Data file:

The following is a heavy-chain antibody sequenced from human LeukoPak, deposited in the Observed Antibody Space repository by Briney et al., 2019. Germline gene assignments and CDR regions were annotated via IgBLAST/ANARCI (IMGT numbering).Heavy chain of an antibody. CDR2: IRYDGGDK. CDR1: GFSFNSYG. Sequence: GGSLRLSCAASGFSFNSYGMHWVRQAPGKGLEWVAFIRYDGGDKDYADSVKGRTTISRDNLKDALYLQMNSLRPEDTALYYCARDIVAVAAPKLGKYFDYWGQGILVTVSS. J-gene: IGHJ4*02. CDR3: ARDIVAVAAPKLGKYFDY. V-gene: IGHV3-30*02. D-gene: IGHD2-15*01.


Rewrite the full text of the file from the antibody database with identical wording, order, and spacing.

The following is a heavy-chain antibody sequenced from human LeukoPak, deposited in the Observed Antibody Space repository by Briney et al., 2019. Germline gene assignments and CDR regions were annotated via IgBLAST/ANARCI (IMGT numbering).Heavy chain of an antibody. CDR2: IRYDGGDK. CDR1: GFSFNSYG. Sequence: GGSLRLSCAASGFSFNSYGMHWVRQAPGKGLEWVAFIRYDGGDKDYADSVKGRTTISRDNLKDALYLQMNSLRPEDTALYYCARDIVAVAAPKLGKYFDYWGQGILVTVSS. J-gene: IGHJ4*02. CDR3: ARDIVAVAAPKLGKYFDY. V-gene: IGHV3-30*02. D-gene: IGHD2-15*01.